Five Fun Things in Boston
I love Boston. The city is small-ish, walkable, clean, and loaded with interesting sights, great food, and history. Recently, I tagged along with my husband on a work trip. It was a perfect time of the year to visit—sunny spring weather, blooming tulips, flowering trees. I cannot wait to go back! Here are a few fun things I discovered…
Make Way for Ducklings Sculpture
In the Public Garden (no charge), America’s first public botanical garden, you’ll find landscaped pathways, flowers, shaded benches, a lagoon, and swan boats. Near the Charles Street entrance, stop and say hello to Mrs. Mallard and her eight ducklings. The bronze statues pay homage to Robert McCloskey’s 1941 Make Way for Ducklings. This beloved children’s classic chronicles the adventures of the duck family in Boston’s Public Garden. The cute critters dress for the season, and they currently sport Ukrainian blue and gold. A must for any bibliophile. (Photo Above)
Grill 23’s Famous Coconut Cake
If you love coconut as much as I do, meet the dessert of your dreams.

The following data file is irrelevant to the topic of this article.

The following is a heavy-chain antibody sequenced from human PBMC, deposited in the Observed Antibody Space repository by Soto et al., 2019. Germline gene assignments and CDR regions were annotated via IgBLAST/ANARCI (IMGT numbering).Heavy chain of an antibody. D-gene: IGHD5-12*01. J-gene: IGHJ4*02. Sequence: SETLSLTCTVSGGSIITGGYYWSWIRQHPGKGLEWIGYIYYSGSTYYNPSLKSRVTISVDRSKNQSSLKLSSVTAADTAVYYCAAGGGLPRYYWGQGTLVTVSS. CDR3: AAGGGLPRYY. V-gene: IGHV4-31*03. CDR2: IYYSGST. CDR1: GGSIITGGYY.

Pop into the bar at Back Bay’s Grill 23 for a massive slice of this heavenly cake. Served alongside pineapple sherbet and swimming in luscious coconut dulce de leche, the coconut cake is TALL. Think six layers of creamy cake and toasted coconut frosting. Save the leftovers to eat with morning coffee.
For fans of The Gilded Age and historic architecture, stroll this avenue’s promenade adorned with shade trees, park benches, and monuments. Imagine life in the grand three- and four-story homes with iron gates and servant’s entrances. At 395 Commonwealth is a 15,000-square-foot mansion designed by Charles Tiffany. Although this single-family home is on the market for a cool $17 million, most other buildings on the avenue have been turned into apartments and condominiums.
The Liberty Hotel
After exploring the Public Garden and Make Way for Ducklings sculpture, meander down historic—and cobblestone-bumpy—Charles Street. Wander past the wine merchant and clothing boutiques and restaurants to the Liberty Hotel. Originally the Charles Street Jail, the prison was an innovative design offering inmates plenty of windows, light, and fresh air. Peek into the restaurant and bar and notice the preserved jail cells. Although I didn’t stay here, sources tell me the hotel is quite a buzzy scene in the evenings.
Open the door and step back in time. It’s always 1932, the year the shop’s doors opened, at this tiny North End institution—or it looks like it could be. Coffee snobs will adore this cramped space, its shelves bulging with old-time jars of coffee beans, spices, candy, and nuts. Take the neighbor who watched your house and gathered your mail a pound of coffee beans—they have coconut! Or treat yourself to a unique flavor. Simple coffee drinks are served to go.